EV is delighted to announce that Dr Cassie Rickard has been named ‘Rural Registrar of the Year’ at the RACGP GP17 Conference in Sydney. Cassie is based at Gladstone Street Practice, Warragul and is an EV Registrar Medical Educator.
Cassie has shown a genuine commitment to rural general practice during her relatively short time in the profession, and the RACGP’s 2017 Rural Registrar of the Year has made herself a valuable part of the local workforce in Victoria’s Gippsland region. Cassie’scommitment to rural healthcare has been evident from her time as a medical student, seeking out remote placements in East Gippsland, and the Northern Territory via the John Flynn Placement Program. She was also involved in the Rural Australia Medical Undergraduate Scholarship (RAMUS) Scheme, receiving mentoring from a rural GP Anaesthetist.
Her formative experience working in general practice through the now-defended PGPPP program as an intern at Trafalgar Medical Centre solidified her interest in the specialty. She was impressed by the scope of practice offered by rural GPs, and satisfaction of working within a small community. Through her early medical years she has worked towards accumulating skills to aid her in General Practice, completing a DRANZCOG, DCH, and Masters of Public Health and Tropical Medicine.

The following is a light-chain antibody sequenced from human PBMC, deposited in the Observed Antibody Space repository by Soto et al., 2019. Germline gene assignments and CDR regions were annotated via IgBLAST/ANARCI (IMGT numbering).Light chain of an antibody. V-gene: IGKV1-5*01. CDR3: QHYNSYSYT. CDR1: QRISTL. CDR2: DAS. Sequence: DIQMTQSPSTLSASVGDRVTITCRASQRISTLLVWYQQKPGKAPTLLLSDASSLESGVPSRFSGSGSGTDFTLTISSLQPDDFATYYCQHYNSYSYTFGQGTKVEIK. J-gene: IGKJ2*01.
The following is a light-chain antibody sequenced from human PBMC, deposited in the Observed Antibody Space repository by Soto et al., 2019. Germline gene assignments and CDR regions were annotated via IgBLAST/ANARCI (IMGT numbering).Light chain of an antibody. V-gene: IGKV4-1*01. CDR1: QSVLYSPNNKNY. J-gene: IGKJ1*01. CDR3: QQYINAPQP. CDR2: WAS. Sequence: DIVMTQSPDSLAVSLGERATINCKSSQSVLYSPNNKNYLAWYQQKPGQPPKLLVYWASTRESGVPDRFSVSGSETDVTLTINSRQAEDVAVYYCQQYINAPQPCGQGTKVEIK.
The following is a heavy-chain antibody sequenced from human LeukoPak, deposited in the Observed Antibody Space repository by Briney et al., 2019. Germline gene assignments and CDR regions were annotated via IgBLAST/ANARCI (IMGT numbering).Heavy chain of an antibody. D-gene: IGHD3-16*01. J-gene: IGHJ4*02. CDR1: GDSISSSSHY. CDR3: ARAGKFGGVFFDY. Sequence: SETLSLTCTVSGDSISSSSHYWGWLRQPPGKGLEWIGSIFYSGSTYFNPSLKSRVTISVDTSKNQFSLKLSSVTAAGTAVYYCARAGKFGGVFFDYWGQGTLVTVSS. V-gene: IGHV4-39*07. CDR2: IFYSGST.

One of her key drivers as a GP is building connections with patients, and working in partnership to optimise their health. She feels privileged to share patient journeys, particularly during the perinatal period, mental health challenges and recoveries, and lifestyle change. Also working as a Medical Educator, Cassie balances part time general practice with teaching the rural registrars of EV, and also works with medical students through the Monash School of Rural Health. Through these roles she promotes the importance of self-care, and of developing a support network to navigate the many demands of training. Feeling as though she has been battling self-doubt and uncertainty daily, she initially struggled to accept the recognition of this award, now recognising the features of ‘imposter syndrome’ which many GPs experience. However, the award has helped validate her efforts and sacrifices over the past few years, and those of her husband who moved from NSW to allow her to work in the area she loves. She also feels it recognises the efforts of her many mentors and colleagues who have inspired and supported her – and thanks them for making her the doctor that she is today.